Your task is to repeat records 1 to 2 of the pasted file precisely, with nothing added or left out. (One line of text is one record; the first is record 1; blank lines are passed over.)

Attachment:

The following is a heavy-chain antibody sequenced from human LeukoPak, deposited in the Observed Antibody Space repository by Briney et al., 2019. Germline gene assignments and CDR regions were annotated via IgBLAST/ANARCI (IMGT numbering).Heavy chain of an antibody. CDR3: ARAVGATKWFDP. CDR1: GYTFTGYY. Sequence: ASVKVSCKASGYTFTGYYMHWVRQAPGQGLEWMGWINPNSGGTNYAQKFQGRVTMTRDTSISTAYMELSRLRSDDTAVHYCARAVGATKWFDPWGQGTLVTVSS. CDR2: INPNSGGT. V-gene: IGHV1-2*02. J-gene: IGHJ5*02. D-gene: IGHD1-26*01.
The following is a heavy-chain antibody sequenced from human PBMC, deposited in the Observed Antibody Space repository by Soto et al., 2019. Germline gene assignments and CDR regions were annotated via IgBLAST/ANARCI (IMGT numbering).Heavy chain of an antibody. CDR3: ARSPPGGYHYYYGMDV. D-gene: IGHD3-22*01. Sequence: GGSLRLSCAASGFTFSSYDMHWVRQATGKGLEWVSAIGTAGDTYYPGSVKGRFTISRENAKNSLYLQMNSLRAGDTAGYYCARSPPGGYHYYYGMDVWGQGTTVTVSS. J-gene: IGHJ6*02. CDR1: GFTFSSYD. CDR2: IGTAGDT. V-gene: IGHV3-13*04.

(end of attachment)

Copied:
The following is a heavy-chain antibody sequenced from human LeukoPak, deposited in the Observed Antibody Space repository by Briney et al., 2019. Germline gene assignments and CDR regions were annotated via IgBLAST/ANARCI (IMGT numbering).Heavy chain of an antibody. CDR3: ARAVGATKWFDP. CDR1: GYTFTGYY. Sequence: ASVKVSCKASGYTFTGYYMHWVRQAPGQGLEWMGWINPNSGGTNYAQKFQGRVTMTRDTSISTAYMELSRLRSDDTAVHYCARAVGATKWFDPWGQGTLVTVSS. CDR2: INPNSGGT. V-gene: IGHV1-2*02. J-gene: IGHJ5*02. D-gene: IGHD1-26*01.
The following is a heavy-chain antibody sequenced from human PBMC, deposited in the Observed Antibody Space repository by Soto et al., 2019. Germline gene assignments and CDR regions were annotated via IgBLAST/ANARCI (IMGT numbering).Heavy chain of an antibody. CDR3: ARSPPGGYHYYYGMDV. D-gene: IGHD3-22*01. Sequence: GGSLRLSCAASGFTFSSYDMHWVRQATGKGLEWVSAIGTAGDTYYPGSVKGRFTISRENAKNSLYLQMNSLRAGDTAGYYCARSPPGGYHYYYGMDVWGQGTTVTVSS. J-gene: IGHJ6*02. CDR1: GFTFSSYD. CDR2: IGTAGDT. V-gene: IGHV3-13*04.